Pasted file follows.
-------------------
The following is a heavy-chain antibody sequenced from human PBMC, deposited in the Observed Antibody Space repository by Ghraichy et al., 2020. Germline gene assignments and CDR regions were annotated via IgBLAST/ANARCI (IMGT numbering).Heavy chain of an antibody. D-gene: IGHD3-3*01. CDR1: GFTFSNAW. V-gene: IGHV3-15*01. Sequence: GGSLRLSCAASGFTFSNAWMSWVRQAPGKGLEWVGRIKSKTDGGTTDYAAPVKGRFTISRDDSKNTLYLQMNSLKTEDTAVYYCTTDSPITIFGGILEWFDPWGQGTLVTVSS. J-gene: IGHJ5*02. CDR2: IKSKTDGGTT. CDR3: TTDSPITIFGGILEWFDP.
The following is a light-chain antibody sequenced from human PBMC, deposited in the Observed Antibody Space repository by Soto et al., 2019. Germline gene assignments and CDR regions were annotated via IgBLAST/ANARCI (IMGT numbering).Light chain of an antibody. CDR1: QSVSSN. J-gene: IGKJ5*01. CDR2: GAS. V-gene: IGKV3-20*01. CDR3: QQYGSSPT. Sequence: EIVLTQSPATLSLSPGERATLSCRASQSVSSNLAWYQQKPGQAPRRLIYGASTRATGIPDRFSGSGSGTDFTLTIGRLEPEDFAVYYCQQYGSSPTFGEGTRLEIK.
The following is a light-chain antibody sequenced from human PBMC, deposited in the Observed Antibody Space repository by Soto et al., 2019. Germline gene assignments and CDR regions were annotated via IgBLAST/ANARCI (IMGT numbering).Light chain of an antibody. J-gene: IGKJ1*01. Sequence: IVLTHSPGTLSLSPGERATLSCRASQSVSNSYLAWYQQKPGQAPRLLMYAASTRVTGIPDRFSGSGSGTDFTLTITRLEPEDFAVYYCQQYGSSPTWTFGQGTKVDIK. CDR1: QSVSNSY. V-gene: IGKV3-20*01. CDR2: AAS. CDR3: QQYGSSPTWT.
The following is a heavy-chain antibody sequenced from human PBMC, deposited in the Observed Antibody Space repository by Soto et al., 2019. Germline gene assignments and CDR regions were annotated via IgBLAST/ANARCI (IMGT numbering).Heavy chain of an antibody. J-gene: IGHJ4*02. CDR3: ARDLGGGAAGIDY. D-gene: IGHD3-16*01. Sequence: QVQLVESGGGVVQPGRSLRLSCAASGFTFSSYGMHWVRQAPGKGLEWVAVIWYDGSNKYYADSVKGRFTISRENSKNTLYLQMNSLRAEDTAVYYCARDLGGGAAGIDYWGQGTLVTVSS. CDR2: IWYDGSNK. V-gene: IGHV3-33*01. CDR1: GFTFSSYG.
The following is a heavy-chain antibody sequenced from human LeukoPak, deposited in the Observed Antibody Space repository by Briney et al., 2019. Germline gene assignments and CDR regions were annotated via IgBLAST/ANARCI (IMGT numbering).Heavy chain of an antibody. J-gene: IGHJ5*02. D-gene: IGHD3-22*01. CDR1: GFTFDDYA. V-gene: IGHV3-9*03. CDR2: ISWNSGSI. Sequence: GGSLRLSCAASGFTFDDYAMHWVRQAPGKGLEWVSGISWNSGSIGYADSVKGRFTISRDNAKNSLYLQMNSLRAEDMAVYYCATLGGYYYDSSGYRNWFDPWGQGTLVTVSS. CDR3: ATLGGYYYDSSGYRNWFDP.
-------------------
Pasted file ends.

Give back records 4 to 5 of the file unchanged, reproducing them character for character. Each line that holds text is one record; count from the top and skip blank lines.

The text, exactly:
The following is a heavy-chain antibody sequenced from human PBMC, deposited in the Observed Antibody Space repository by Soto et al., 2019. Germline gene assignments and CDR regions were annotated via IgBLAST/ANARCI (IMGT numbering).Heavy chain of an antibody. J-gene: IGHJ4*02. CDR3: ARDLGGGAAGIDY. D-gene: IGHD3-16*01. Sequence: QVQLVESGGGVVQPGRSLRLSCAASGFTFSSYGMHWVRQAPGKGLEWVAVIWYDGSNKYYADSVKGRFTISRENSKNTLYLQMNSLRAEDTAVYYCARDLGGGAAGIDYWGQGTLVTVSS. CDR2: IWYDGSNK. V-gene: IGHV3-33*01. CDR1: GFTFSSYG.
The following is a heavy-chain antibody sequenced from human LeukoPak, deposited in the Observed Antibody Space repository by Briney et al., 2019. Germline gene assignments and CDR regions were annotated via IgBLAST/ANARCI (IMGT numbering).Heavy chain of an antibody. J-gene: IGHJ5*02. D-gene: IGHD3-22*01. CDR1: GFTFDDYA. V-gene: IGHV3-9*03. CDR2: ISWNSGSI. Sequence: GGSLRLSCAASGFTFDDYAMHWVRQAPGKGLEWVSGISWNSGSIGYADSVKGRFTISRDNAKNSLYLQMNSLRAEDMAVYYCATLGGYYYDSSGYRNWFDPWGQGTLVTVSS. CDR3: ATLGGYYYDSSGYRNWFDP.